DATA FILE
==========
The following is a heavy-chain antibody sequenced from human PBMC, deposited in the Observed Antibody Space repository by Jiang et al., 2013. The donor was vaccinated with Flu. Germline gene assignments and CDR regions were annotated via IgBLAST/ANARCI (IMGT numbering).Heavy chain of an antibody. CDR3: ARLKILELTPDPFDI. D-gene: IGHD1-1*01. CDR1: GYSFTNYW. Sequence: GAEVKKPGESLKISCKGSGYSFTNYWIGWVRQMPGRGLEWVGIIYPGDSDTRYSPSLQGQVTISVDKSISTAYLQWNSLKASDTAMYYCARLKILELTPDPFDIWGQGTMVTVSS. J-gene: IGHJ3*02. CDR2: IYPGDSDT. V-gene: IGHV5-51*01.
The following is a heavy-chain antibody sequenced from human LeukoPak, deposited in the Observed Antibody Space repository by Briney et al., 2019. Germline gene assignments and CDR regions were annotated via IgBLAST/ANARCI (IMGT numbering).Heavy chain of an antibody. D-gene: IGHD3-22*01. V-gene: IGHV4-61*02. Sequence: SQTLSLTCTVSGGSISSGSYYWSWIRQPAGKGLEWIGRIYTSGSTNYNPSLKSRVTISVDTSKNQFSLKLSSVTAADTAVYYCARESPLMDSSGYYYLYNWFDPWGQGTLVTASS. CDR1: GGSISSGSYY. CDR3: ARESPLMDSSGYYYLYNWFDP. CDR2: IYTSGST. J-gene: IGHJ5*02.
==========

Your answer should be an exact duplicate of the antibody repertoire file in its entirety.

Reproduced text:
The following is a heavy-chain antibody sequenced from human PBMC, deposited in the Observed Antibody Space repository by Jiang et al., 2013. The donor was vaccinated with Flu. Germline gene assignments and CDR regions were annotated via IgBLAST/ANARCI (IMGT numbering).Heavy chain of an antibody. CDR3: ARLKILELTPDPFDI. D-gene: IGHD1-1*01. CDR1: GYSFTNYW. Sequence: GAEVKKPGESLKISCKGSGYSFTNYWIGWVRQMPGRGLEWVGIIYPGDSDTRYSPSLQGQVTISVDKSISTAYLQWNSLKASDTAMYYCARLKILELTPDPFDIWGQGTMVTVSS. J-gene: IGHJ3*02. CDR2: IYPGDSDT. V-gene: IGHV5-51*01.
The following is a heavy-chain antibody sequenced from human LeukoPak, deposited in the Observed Antibody Space repository by Briney et al., 2019. Germline gene assignments and CDR regions were annotated via IgBLAST/ANARCI (IMGT numbering).Heavy chain of an antibody. D-gene: IGHD3-22*01. V-gene: IGHV4-61*02. Sequence: SQTLSLTCTVSGGSISSGSYYWSWIRQPAGKGLEWIGRIYTSGSTNYNPSLKSRVTISVDTSKNQFSLKLSSVTAADTAVYYCARESPLMDSSGYYYLYNWFDPWGQGTLVTASS. CDR1: GGSISSGSYY. CDR3: ARESPLMDSSGYYYLYNWFDP. CDR2: IYTSGST. J-gene: IGHJ5*02.